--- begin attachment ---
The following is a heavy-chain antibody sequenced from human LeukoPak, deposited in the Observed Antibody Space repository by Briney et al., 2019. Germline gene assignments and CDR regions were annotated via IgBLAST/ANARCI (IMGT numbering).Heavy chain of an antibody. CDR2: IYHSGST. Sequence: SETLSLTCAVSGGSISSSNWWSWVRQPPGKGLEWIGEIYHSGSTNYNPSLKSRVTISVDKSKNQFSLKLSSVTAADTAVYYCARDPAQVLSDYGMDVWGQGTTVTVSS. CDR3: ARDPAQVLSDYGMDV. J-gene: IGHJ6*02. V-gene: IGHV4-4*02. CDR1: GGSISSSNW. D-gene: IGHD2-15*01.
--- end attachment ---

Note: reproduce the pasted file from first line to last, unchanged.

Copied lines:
The following is a heavy-chain antibody sequenced from human LeukoPak, deposited in the Observed Antibody Space repository by Briney et al., 2019. Germline gene assignments and CDR regions were annotated via IgBLAST/ANARCI (IMGT numbering).Heavy chain of an antibody. CDR2: IYHSGST. Sequence: SETLSLTCAVSGGSISSSNWWSWVRQPPGKGLEWIGEIYHSGSTNYNPSLKSRVTISVDKSKNQFSLKLSSVTAADTAVYYCARDPAQVLSDYGMDVWGQGTTVTVSS. CDR3: ARDPAQVLSDYGMDV. J-gene: IGHJ6*02. V-gene: IGHV4-4*02. CDR1: GGSISSSNW. D-gene: IGHD2-15*01.